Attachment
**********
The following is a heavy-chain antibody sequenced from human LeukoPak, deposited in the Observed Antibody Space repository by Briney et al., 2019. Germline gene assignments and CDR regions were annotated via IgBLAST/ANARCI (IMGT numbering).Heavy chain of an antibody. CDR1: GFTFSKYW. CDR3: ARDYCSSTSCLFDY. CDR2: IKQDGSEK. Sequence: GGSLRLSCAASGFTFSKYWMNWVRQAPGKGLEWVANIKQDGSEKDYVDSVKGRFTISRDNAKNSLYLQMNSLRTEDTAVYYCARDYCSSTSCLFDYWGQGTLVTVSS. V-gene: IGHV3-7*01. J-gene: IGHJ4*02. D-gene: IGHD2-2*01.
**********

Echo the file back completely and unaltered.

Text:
The following is a heavy-chain antibody sequenced from human LeukoPak, deposited in the Observed Antibody Space repository by Briney et al., 2019. Germline gene assignments and CDR regions were annotated via IgBLAST/ANARCI (IMGT numbering).Heavy chain of an antibody. CDR1: GFTFSKYW. CDR3: ARDYCSSTSCLFDY. CDR2: IKQDGSEK. Sequence: GGSLRLSCAASGFTFSKYWMNWVRQAPGKGLEWVANIKQDGSEKDYVDSVKGRFTISRDNAKNSLYLQMNSLRTEDTAVYYCARDYCSSTSCLFDYWGQGTLVTVSS. V-gene: IGHV3-7*01. J-gene: IGHJ4*02. D-gene: IGHD2-2*01.